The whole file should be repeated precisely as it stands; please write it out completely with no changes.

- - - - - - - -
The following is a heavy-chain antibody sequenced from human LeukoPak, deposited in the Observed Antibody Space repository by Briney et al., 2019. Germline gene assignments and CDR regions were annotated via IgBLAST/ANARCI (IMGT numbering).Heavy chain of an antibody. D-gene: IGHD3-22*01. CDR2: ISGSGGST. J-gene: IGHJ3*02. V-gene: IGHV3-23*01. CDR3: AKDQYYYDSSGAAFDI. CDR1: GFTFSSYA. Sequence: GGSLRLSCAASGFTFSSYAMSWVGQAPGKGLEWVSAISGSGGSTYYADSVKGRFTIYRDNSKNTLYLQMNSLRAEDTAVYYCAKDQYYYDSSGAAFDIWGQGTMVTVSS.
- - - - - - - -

The following is a heavy-chain antibody sequenced from human LeukoPak, deposited in the Observed Antibody Space repository by Briney et al., 2019. Germline gene assignments and CDR regions were annotated via IgBLAST/ANARCI (IMGT numbering).Heavy chain of an antibody. D-gene: IGHD3-22*01. CDR2: ISGSGGST. J-gene: IGHJ3*02. V-gene: IGHV3-23*01. CDR3: AKDQYYYDSSGAAFDI. CDR1: GFTFSSYA. Sequence: GGSLRLSCAASGFTFSSYAMSWVGQAPGKGLEWVSAISGSGGSTYYADSVKGRFTIYRDNSKNTLYLQMNSLRAEDTAVYYCAKDQYYYDSSGAAFDIWGQGTMVTVSS.